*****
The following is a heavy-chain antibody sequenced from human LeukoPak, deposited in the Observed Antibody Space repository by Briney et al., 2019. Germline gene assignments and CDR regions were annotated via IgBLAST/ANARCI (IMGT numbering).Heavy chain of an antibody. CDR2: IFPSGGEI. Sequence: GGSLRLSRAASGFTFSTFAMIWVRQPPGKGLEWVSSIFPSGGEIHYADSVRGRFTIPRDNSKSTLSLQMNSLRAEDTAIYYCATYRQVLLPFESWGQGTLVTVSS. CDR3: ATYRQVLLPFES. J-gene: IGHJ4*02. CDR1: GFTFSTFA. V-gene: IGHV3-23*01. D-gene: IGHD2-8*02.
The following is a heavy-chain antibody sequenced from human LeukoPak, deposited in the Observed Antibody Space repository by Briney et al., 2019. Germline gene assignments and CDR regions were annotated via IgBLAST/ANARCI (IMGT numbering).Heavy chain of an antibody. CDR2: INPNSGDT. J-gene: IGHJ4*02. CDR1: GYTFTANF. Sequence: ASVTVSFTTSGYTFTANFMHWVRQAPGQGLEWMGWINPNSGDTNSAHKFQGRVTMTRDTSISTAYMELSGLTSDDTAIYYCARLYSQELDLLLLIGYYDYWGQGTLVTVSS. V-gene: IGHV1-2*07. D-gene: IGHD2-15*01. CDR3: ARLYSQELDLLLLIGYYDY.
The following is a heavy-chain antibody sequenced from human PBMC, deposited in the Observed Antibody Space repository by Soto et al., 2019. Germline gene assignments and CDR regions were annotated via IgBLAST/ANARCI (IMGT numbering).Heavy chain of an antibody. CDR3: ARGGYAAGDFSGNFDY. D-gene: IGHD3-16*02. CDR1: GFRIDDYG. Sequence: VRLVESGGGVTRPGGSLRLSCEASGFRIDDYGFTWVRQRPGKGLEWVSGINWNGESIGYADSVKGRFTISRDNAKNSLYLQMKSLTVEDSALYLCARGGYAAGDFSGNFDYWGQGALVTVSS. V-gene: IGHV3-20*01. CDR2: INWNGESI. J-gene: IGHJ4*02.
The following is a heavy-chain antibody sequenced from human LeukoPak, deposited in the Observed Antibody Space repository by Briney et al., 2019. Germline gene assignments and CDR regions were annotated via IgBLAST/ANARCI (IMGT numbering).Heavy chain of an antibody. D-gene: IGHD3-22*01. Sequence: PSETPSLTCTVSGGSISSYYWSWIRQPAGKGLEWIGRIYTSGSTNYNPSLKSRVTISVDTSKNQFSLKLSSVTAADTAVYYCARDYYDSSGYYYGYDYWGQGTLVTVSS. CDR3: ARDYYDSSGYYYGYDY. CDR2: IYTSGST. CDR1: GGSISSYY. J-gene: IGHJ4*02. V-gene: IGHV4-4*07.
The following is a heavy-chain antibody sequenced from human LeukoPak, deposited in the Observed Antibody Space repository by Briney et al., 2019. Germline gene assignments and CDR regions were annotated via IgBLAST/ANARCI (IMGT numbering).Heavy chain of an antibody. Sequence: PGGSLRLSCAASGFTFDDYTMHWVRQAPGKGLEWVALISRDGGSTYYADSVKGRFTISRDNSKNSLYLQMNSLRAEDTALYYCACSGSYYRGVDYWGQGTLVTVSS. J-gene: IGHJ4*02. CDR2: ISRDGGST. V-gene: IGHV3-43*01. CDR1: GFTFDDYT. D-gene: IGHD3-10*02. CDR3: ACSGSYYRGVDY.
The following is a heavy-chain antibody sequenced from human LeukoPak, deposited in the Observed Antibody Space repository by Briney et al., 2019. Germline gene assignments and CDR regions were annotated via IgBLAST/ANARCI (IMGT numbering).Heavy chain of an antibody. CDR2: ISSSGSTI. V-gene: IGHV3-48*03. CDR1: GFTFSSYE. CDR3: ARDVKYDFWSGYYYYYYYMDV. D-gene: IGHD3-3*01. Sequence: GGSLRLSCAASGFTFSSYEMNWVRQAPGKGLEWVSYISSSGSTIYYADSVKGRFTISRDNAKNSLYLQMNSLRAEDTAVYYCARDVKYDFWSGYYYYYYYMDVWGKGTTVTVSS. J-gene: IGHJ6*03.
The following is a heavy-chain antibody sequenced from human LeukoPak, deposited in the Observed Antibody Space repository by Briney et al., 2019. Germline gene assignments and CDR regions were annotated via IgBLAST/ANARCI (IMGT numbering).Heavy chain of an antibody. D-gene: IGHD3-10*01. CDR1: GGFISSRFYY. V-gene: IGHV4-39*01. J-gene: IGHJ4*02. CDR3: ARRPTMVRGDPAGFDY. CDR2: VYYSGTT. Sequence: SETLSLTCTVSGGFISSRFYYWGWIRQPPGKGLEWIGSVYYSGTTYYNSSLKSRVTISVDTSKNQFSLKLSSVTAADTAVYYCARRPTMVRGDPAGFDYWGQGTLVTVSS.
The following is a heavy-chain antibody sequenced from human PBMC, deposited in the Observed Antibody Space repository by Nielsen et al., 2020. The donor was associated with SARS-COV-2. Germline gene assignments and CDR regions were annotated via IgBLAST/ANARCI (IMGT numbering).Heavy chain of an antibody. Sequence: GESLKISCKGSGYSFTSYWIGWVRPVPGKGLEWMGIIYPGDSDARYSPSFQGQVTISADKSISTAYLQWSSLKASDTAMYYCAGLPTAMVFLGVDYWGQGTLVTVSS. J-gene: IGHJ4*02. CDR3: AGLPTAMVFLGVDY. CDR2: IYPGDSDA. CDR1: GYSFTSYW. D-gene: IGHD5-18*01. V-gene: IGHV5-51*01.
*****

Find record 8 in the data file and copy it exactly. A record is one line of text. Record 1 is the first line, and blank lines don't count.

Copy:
The following is a heavy-chain antibody sequenced from human PBMC, deposited in the Observed Antibody Space repository by Nielsen et al., 2020. The donor was associated with SARS-COV-2. Germline gene assignments and CDR regions were annotated via IgBLAST/ANARCI (IMGT numbering).Heavy chain of an antibody. Sequence: GESLKISCKGSGYSFTSYWIGWVRPVPGKGLEWMGIIYPGDSDARYSPSFQGQVTISADKSISTAYLQWSSLKASDTAMYYCAGLPTAMVFLGVDYWGQGTLVTVSS. J-gene: IGHJ4*02. CDR3: AGLPTAMVFLGVDY. CDR2: IYPGDSDA. CDR1: GYSFTSYW. D-gene: IGHD5-18*01. V-gene: IGHV5-51*01.